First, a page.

Every scientist in the world knows about graphene – the atom-thick material first discovered a decade ago, and pegged to be the new wonder material. Many people have begun to doubt graphene would live up to its high expectations, but reports in both Nature and Science this week highlight promising new applications for the substance.
A report in Nature published online yesterday described the use of graphene as a proton transport material, as it was found that protons are able to pass through the material. This intriguing result could lead to graphene having potential a potential application as a membrane in hydrogen fuel cells, as current cells use thick polymer membranes which can leak protons and cause power losses. At the moment this is just a proof of concept, but if it could be scaled up and engineered successfully this could massively help the development of hydrogen fuel cells.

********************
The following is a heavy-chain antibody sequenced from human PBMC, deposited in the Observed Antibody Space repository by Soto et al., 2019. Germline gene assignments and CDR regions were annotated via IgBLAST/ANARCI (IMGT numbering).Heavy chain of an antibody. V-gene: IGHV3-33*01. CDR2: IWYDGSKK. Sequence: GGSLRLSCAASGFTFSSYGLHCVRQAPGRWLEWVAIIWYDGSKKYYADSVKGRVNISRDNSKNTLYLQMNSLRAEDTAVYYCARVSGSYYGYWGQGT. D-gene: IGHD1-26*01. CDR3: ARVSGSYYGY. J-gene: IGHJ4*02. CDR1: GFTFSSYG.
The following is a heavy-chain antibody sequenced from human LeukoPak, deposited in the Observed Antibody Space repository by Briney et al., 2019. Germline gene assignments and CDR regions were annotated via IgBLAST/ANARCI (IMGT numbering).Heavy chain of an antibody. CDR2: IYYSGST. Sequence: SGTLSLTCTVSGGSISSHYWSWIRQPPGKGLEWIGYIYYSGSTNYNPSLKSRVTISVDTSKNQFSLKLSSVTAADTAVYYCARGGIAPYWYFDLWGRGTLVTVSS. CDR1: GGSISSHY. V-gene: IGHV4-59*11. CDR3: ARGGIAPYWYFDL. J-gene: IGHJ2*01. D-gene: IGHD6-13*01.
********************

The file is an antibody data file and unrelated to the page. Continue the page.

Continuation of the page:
Meanwhile, an article published in Science today has proven that graphene is very resistant to damage by small silica ‘bullets’, highlighting the material’s potential use in protective coatings or even bullet-proof armour. This works because the graphene sheets are able to disperse the impact of the projectile by sending ripples quickly through their structure.
Of course, these new discoveries are very early studies which may never lead to any commercial applications, but they highlight new uses for this material which has captured everyone’s attention so greatly in the last decade. Who knows what new and interesting properties will be revealed in the near future.